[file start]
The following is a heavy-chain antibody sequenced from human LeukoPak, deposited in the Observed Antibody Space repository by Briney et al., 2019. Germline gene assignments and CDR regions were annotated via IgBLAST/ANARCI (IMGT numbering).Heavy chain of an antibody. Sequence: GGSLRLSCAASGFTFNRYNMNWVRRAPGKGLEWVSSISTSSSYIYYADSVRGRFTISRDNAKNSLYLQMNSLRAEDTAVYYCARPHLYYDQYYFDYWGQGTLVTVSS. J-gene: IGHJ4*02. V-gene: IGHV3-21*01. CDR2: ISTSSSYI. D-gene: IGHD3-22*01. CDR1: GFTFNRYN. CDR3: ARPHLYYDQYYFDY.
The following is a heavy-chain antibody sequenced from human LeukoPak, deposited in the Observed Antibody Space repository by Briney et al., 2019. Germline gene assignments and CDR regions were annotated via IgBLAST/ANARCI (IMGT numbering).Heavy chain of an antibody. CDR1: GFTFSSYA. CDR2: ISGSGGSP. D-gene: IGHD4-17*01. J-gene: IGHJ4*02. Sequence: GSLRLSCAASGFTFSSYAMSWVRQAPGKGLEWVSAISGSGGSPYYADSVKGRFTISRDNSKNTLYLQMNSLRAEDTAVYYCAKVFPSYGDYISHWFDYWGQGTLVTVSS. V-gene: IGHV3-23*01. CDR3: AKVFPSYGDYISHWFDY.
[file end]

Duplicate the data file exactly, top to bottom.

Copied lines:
The following is a heavy-chain antibody sequenced from human LeukoPak, deposited in the Observed Antibody Space repository by Briney et al., 2019. Germline gene assignments and CDR regions were annotated via IgBLAST/ANARCI (IMGT numbering).Heavy chain of an antibody. Sequence: GGSLRLSCAASGFTFNRYNMNWVRRAPGKGLEWVSSISTSSSYIYYADSVRGRFTISRDNAKNSLYLQMNSLRAEDTAVYYCARPHLYYDQYYFDYWGQGTLVTVSS. J-gene: IGHJ4*02. V-gene: IGHV3-21*01. CDR2: ISTSSSYI. D-gene: IGHD3-22*01. CDR1: GFTFNRYN. CDR3: ARPHLYYDQYYFDY.
The following is a heavy-chain antibody sequenced from human LeukoPak, deposited in the Observed Antibody Space repository by Briney et al., 2019. Germline gene assignments and CDR regions were annotated via IgBLAST/ANARCI (IMGT numbering).Heavy chain of an antibody. CDR1: GFTFSSYA. CDR2: ISGSGGSP. D-gene: IGHD4-17*01. J-gene: IGHJ4*02. Sequence: GSLRLSCAASGFTFSSYAMSWVRQAPGKGLEWVSAISGSGGSPYYADSVKGRFTISRDNSKNTLYLQMNSLRAEDTAVYYCAKVFPSYGDYISHWFDYWGQGTLVTVSS. V-gene: IGHV3-23*01. CDR3: AKVFPSYGDYISHWFDY.